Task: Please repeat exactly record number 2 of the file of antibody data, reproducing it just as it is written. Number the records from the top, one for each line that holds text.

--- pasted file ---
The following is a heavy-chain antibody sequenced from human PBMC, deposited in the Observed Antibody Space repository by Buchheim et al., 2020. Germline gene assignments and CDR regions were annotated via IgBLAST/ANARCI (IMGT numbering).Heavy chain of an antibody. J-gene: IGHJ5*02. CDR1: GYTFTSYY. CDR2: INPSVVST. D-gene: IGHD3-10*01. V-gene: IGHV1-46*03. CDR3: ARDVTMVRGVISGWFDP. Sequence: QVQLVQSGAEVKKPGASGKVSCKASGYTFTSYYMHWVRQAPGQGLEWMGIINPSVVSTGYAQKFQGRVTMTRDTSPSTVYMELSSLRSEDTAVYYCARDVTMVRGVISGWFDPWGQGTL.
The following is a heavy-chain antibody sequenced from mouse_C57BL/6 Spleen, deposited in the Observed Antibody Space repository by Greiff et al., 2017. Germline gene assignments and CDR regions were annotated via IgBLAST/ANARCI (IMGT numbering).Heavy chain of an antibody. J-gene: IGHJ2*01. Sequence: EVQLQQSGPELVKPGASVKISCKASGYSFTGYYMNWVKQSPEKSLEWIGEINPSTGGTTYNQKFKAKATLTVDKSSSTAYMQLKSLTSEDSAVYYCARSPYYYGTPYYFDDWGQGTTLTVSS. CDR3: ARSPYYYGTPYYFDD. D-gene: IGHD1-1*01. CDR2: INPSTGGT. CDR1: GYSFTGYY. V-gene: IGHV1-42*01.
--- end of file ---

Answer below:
The following is a heavy-chain antibody sequenced from mouse_C57BL/6 Spleen, deposited in the Observed Antibody Space repository by Greiff et al., 2017. Germline gene assignments and CDR regions were annotated via IgBLAST/ANARCI (IMGT numbering).Heavy chain of an antibody. J-gene: IGHJ2*01. Sequence: EVQLQQSGPELVKPGASVKISCKASGYSFTGYYMNWVKQSPEKSLEWIGEINPSTGGTTYNQKFKAKATLTVDKSSSTAYMQLKSLTSEDSAVYYCARSPYYYGTPYYFDDWGQGTTLTVSS. CDR3: ARSPYYYGTPYYFDD. D-gene: IGHD1-1*01. CDR2: INPSTGGT. CDR1: GYSFTGYY. V-gene: IGHV1-42*01.